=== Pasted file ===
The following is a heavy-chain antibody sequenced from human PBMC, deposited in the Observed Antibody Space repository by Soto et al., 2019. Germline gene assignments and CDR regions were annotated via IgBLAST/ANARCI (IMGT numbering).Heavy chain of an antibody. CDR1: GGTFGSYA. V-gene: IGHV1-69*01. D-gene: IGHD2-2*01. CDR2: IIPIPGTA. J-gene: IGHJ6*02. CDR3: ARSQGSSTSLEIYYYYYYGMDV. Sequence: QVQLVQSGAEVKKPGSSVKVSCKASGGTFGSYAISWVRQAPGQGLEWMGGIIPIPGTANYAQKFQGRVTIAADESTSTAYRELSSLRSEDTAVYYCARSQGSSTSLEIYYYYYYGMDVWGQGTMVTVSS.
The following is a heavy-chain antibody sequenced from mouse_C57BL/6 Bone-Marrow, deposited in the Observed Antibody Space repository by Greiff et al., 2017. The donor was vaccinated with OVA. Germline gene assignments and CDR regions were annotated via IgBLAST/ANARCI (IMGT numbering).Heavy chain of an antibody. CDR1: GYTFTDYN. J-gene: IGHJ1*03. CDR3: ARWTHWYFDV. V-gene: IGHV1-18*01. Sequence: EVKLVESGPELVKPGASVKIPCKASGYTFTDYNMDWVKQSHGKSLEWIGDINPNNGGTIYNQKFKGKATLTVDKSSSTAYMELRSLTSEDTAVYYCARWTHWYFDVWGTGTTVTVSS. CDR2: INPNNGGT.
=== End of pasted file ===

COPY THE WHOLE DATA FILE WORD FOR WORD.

The following is a heavy-chain antibody sequenced from human PBMC, deposited in the Observed Antibody Space repository by Soto et al., 2019. Germline gene assignments and CDR regions were annotated via IgBLAST/ANARCI (IMGT numbering).Heavy chain of an antibody. CDR1: GGTFGSYA. V-gene: IGHV1-69*01. D-gene: IGHD2-2*01. CDR2: IIPIPGTA. J-gene: IGHJ6*02. CDR3: ARSQGSSTSLEIYYYYYYGMDV. Sequence: QVQLVQSGAEVKKPGSSVKVSCKASGGTFGSYAISWVRQAPGQGLEWMGGIIPIPGTANYAQKFQGRVTIAADESTSTAYRELSSLRSEDTAVYYCARSQGSSTSLEIYYYYYYGMDVWGQGTMVTVSS.
The following is a heavy-chain antibody sequenced from mouse_C57BL/6 Bone-Marrow, deposited in the Observed Antibody Space repository by Greiff et al., 2017. The donor was vaccinated with OVA. Germline gene assignments and CDR regions were annotated via IgBLAST/ANARCI (IMGT numbering).Heavy chain of an antibody. CDR1: GYTFTDYN. J-gene: IGHJ1*03. CDR3: ARWTHWYFDV. V-gene: IGHV1-18*01. Sequence: EVKLVESGPELVKPGASVKIPCKASGYTFTDYNMDWVKQSHGKSLEWIGDINPNNGGTIYNQKFKGKATLTVDKSSSTAYMELRSLTSEDTAVYYCARWTHWYFDVWGTGTTVTVSS. CDR2: INPNNGGT.